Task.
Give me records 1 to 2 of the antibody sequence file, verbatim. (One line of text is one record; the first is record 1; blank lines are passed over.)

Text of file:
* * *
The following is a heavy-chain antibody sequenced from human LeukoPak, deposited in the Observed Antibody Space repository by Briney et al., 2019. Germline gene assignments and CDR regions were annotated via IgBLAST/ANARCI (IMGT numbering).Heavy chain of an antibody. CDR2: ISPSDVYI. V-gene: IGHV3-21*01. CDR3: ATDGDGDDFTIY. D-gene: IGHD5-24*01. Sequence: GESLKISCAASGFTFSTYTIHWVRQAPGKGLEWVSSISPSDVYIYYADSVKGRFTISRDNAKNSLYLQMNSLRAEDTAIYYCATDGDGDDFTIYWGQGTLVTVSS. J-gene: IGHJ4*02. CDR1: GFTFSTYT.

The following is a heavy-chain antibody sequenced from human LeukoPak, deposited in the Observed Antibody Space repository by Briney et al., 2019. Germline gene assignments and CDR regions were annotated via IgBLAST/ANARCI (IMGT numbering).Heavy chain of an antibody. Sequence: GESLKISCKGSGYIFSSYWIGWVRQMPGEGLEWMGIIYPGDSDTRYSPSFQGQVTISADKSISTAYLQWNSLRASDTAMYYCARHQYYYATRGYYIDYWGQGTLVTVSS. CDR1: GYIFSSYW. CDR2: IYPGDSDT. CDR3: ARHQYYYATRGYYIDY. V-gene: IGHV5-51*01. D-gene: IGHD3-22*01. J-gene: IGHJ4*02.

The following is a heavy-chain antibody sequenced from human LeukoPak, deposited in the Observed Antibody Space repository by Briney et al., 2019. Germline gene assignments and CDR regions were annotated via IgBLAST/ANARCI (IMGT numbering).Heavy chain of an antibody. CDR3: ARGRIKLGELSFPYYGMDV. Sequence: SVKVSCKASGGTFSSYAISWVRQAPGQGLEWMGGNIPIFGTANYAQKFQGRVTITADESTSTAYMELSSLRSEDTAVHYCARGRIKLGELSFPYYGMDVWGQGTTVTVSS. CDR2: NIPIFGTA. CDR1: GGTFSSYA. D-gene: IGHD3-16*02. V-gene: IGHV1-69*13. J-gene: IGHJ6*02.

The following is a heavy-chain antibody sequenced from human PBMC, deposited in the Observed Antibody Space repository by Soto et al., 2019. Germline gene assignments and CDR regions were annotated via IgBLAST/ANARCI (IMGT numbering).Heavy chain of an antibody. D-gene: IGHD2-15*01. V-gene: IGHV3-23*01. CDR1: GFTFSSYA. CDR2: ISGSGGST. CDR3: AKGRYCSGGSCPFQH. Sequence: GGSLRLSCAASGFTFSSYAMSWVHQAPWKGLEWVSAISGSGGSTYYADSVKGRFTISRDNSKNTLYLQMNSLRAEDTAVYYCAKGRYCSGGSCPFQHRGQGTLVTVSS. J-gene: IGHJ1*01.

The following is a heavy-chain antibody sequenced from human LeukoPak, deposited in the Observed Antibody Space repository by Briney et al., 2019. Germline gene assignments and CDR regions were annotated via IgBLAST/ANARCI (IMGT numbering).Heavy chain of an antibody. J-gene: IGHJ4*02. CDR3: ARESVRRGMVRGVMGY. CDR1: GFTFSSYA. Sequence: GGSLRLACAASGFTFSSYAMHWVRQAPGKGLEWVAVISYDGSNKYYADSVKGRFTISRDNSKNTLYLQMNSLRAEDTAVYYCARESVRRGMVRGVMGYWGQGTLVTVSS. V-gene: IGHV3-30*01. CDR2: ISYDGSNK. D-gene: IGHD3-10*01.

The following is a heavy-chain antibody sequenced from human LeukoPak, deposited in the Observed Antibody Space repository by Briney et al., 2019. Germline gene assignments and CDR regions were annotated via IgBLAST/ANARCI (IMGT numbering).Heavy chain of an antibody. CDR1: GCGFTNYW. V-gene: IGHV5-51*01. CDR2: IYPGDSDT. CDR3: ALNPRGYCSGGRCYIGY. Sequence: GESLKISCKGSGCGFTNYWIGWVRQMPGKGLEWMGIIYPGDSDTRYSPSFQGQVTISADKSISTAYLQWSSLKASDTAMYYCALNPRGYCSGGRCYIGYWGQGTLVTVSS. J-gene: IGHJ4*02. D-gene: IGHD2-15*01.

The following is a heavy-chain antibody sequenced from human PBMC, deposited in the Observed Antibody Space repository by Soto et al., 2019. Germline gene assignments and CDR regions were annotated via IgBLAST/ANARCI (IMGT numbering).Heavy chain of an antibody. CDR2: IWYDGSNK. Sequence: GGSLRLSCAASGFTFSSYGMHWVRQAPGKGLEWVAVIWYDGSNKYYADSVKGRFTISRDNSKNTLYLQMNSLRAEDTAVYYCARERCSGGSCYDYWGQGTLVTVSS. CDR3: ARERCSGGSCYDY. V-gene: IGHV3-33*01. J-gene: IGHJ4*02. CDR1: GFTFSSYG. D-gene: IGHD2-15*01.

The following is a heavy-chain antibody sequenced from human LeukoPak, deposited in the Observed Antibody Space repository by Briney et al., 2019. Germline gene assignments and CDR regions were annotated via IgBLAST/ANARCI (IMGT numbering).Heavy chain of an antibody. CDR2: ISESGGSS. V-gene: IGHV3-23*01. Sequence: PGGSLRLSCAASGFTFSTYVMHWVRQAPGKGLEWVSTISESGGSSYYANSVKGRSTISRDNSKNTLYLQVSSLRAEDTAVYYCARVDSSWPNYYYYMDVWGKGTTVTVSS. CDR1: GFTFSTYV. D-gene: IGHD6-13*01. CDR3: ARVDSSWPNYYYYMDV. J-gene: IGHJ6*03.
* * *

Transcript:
The following is a heavy-chain antibody sequenced from human LeukoPak, deposited in the Observed Antibody Space repository by Briney et al., 2019. Germline gene assignments and CDR regions were annotated via IgBLAST/ANARCI (IMGT numbering).Heavy chain of an antibody. CDR2: ISPSDVYI. V-gene: IGHV3-21*01. CDR3: ATDGDGDDFTIY. D-gene: IGHD5-24*01. Sequence: GESLKISCAASGFTFSTYTIHWVRQAPGKGLEWVSSISPSDVYIYYADSVKGRFTISRDNAKNSLYLQMNSLRAEDTAIYYCATDGDGDDFTIYWGQGTLVTVSS. J-gene: IGHJ4*02. CDR1: GFTFSTYT.

The following is a heavy-chain antibody sequenced from human LeukoPak, deposited in the Observed Antibody Space repository by Briney et al., 2019. Germline gene assignments and CDR regions were annotated via IgBLAST/ANARCI (IMGT numbering).Heavy chain of an antibody. Sequence: GESLKISCKGSGYIFSSYWIGWVRQMPGEGLEWMGIIYPGDSDTRYSPSFQGQVTISADKSISTAYLQWNSLRASDTAMYYCARHQYYYATRGYYIDYWGQGTLVTVSS. CDR1: GYIFSSYW. CDR2: IYPGDSDT. CDR3: ARHQYYYATRGYYIDY. V-gene: IGHV5-51*01. D-gene: IGHD3-22*01. J-gene: IGHJ4*02.